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Re^2: Five Common Misconceptions While Learning Perl

by m.att (Pilgrim)
on Dec 17, 2005 at 14:50 UTC ( #517490=note: print w/replies, xml ) Need Help??

in reply to Re: Five Common Misconceptions While Learning Perl
in thread Five Common Misconceptions While Learning Perl

Despite the fact that you indicated that you wrote this 'inflamatory rhetoric' to illustrate a point rather than to be taken literally, I'd like to respond to it:

> Did you google on PERL and tutorial or did you draw from
Yes, I did.
> hyperbole or imagination? Did you intentionally mislead us,
Yes, I drew both from hyperbole and imagination, and no I didn't intentionally mislead you.
> lie to us, dupe us or was it just ineptitude?
or lie to you or dupe you. Yes, my attempt at using 2nd person narrative to describe the activities of fictional users was probably driven by my ineptitude at expressing myself in prose.

I'm not sure what you're getting at with your post. By your own admission, 57% of the tutorials you've found on Google are one of (or all) outdated, 'lame', or requires the reader to be sensible. This supports my comment that 'Certainly the majority of tutorials will mislead you, lie to you, teach you broken concepts, and basically waste your time'. Note that I didn't say 'all tutorials will mislead you, lie to you, or teach you broken concepts', just the majority.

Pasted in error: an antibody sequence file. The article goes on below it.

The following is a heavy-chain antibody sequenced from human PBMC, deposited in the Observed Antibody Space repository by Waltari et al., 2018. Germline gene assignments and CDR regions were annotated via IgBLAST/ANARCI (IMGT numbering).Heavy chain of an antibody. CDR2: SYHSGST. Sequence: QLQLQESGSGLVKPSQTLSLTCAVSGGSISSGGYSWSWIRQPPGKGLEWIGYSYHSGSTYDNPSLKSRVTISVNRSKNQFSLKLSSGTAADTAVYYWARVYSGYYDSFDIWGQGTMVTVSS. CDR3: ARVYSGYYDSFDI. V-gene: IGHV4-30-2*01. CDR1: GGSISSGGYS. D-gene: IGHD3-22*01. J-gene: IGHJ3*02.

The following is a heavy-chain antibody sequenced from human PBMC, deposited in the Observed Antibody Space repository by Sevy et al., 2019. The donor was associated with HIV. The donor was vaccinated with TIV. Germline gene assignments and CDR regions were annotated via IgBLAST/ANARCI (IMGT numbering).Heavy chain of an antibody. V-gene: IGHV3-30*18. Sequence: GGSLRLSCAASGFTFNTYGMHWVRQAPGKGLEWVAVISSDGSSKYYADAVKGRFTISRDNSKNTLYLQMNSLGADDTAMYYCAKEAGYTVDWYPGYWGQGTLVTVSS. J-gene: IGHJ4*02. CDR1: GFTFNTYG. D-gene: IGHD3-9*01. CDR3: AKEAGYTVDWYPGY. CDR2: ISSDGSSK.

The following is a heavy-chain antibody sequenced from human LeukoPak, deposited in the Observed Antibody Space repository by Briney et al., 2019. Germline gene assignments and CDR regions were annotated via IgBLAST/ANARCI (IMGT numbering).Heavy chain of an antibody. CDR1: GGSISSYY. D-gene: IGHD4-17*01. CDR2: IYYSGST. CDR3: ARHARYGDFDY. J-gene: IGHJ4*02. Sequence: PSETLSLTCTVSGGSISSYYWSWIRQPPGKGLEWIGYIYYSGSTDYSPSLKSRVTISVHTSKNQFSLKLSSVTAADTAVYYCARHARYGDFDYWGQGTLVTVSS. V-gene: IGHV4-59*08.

I don't believe that when a beginner approaches a new language (especially if they have no prior programming experience) that they should be expected to be sensible about what learning material they choose or have some innate ability to guide themselves to well-written learning material. I also don't believe that if you present an outright beginner with 7 choices of material to learn a new concept from that they will somehow instinctively choose the best material. That's why I think it's a good idea to guide people to the best possible material at the outset and allow the beginner to focus on learning rather than disseminating the good from the bad.

As a clarification, all of the 2nd person narratives at the beginning of the misconceptions are fictional and straight from my imagination. They may not hold up under intense scrutiny, nor are they meant to. They are meant as an entertaining read to describe what a random, fictional beginner possibly encountered. They aren't based on my own experiences, but are rather drawn from my imagination and from the actual experiences of literally hundreds of people I've found to have been mislead during their learning process. I apologize if this is unclear, but I guess you'll have to chalk it up to my less than adequate ability to express myself in written English language. Alluding to an ulterior motive to mislead or lie to people is uncalled for. (The previous statement is in response to 'When I found that google search rather different than you implied, I distrust your whole post.' rather than to the admitted 'inflamatory rhetoric' to 'mirror my own')


  • Comment on Re^2: Five Common Misconceptions While Learning Perl